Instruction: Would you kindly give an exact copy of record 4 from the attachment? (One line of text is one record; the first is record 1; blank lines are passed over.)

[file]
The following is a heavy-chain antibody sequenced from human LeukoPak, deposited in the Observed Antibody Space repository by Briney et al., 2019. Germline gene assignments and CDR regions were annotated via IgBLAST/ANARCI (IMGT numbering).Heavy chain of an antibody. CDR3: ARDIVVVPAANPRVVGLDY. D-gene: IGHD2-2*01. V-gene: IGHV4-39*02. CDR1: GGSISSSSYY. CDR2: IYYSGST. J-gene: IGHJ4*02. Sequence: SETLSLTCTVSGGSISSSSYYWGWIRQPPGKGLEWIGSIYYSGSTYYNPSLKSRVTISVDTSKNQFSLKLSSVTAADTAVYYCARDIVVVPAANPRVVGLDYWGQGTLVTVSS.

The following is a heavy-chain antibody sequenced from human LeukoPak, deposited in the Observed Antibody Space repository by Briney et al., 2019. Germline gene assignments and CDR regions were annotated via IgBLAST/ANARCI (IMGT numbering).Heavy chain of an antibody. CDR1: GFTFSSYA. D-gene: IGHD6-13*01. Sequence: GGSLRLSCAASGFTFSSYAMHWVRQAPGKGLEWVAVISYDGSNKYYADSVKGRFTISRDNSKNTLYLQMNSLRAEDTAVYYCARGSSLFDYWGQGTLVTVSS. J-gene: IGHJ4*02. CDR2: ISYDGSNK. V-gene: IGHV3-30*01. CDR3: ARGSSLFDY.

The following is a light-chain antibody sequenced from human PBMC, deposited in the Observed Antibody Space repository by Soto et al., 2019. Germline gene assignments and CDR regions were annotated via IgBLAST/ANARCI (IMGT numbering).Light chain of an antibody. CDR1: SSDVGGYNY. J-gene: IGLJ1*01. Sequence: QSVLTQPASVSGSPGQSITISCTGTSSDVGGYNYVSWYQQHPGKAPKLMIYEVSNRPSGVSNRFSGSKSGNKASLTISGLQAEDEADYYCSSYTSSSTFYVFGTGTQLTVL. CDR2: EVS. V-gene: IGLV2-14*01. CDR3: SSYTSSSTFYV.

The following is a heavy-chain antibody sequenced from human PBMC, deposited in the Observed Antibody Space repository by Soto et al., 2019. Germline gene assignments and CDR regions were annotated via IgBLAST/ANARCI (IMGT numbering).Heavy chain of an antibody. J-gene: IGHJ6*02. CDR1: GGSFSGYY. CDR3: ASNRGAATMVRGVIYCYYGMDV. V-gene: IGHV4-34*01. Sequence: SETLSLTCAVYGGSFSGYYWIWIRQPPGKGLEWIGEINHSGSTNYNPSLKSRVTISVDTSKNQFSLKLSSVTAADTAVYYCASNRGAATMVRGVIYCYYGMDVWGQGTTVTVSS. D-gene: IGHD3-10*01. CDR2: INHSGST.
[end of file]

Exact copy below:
The following is a heavy-chain antibody sequenced from human PBMC, deposited in the Observed Antibody Space repository by Soto et al., 2019. Germline gene assignments and CDR regions were annotated via IgBLAST/ANARCI (IMGT numbering).Heavy chain of an antibody. J-gene: IGHJ6*02. CDR1: GGSFSGYY. CDR3: ASNRGAATMVRGVIYCYYGMDV. V-gene: IGHV4-34*01. Sequence: SETLSLTCAVYGGSFSGYYWIWIRQPPGKGLEWIGEINHSGSTNYNPSLKSRVTISVDTSKNQFSLKLSSVTAADTAVYYCASNRGAATMVRGVIYCYYGMDVWGQGTTVTVSS. D-gene: IGHD3-10*01. CDR2: INHSGST.